At RLC, we wanted to learn what acquiring skills looks like from our members' point of view, so we asked some of them. Here’s one of our most recent members, Joe Bank’s, experience with the 30-day Wheelie Challenge and a few other skills.
I should preface the article with this; I ride my bike a lot. I rode 355 days out of 365 and about 650 hours in 2020. I don’t generally take days off apart from travel, but naturally, I have a lot of easy recovery days.
When I started RLC in spring 2020, I integrated RLC practice into my routine by doing skills practice on easy days or when trails are in bad shape due to weather. On days that I normally would have ridden longer, I will ride the trainer in the evening after doing skills in the middle of the day as a break from work.
I have some weeks, especially when trail conditions are good, where I just ride my bike and don’t do any skills focused rides.
My practice sessions are usually 30 minutes to an hour with a mix of skills. For example, I might wheelie for 15 minutes, work on balance skills for 15 minutes, and then wheelie for another 15 minutes.
When I'm practicing a lot, I sometimes do 3 to 4 sessions a week and occasionally do multiple shorter sessions in a day. I keep bikes in my home office ready to go and usually just practice in my backyard, driveway or cul-de-sac, so there is minimal time overhead. When I’m working on something new or have questions I use a camera to record my practice and do a quick edit and upload after a session.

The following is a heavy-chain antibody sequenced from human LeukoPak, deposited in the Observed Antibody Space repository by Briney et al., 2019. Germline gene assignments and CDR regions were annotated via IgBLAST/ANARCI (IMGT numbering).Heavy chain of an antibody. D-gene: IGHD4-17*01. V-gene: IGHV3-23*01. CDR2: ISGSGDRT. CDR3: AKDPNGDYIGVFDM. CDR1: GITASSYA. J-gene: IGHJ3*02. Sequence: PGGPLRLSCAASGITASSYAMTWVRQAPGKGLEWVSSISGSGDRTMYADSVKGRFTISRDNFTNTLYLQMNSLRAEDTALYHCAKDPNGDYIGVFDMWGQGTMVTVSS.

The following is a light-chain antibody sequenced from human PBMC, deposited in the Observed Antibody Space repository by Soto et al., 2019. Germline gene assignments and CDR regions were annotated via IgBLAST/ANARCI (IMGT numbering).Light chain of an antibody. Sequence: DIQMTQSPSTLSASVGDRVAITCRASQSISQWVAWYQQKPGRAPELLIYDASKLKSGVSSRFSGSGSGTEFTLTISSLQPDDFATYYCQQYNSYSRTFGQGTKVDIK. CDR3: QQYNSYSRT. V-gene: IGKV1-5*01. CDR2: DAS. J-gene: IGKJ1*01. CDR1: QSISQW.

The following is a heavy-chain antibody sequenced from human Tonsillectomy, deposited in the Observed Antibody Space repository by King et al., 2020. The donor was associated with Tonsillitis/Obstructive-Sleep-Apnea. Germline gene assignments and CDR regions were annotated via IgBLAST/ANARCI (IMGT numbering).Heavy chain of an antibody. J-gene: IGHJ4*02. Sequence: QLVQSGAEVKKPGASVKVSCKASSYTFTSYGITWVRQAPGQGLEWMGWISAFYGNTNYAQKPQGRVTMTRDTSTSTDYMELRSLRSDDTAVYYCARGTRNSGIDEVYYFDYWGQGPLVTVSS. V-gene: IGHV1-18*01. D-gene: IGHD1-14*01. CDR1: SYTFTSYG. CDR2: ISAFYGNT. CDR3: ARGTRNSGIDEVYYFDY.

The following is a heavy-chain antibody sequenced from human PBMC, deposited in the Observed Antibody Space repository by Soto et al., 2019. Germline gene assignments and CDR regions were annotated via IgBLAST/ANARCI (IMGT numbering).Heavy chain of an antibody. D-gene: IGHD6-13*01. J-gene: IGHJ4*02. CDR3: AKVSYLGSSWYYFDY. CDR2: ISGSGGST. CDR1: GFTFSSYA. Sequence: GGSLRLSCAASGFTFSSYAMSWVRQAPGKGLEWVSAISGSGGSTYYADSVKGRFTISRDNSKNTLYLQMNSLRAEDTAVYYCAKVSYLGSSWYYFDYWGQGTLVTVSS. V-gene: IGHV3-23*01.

Because things got a bit hard to remember at the beginning when I was working on multiple skills, I even use a spreadsheet to track my practice sessions and key lessons from RLC courses and coaches. You can take a look here if you’re interested.
Here are some lessons I’ve gathered from my most recent skills journey...
Lesson 1: It's hard to make progress when you’re injured
I started working on wheelies in March of 2020. I made some solid progress where I went from just a pedal stroke or two to being able to do 50-foot wheelies on a good day.
I was picking and choosing some of the lessons from the 30-day Wheelie Challenge course, but not following it exactly. I took a break from practicing wheelies over the summer while I worked on other skills or just rode trails.
I came back to it a bit more diligently in the early fall of 2020, but was struggling with a tendency to over eagerly brake, which would immediately end my wheelie attempts. I had a setback when I decided on my own that the way to wean myself from over-braking was to do a bit of practice with "death-grip" (not having a finger on the brake at all). Not surprisingly in retrospect, I looped out on to my butt , on pavement, and ended up with a huge bruise and a break from wheelie practice for a while.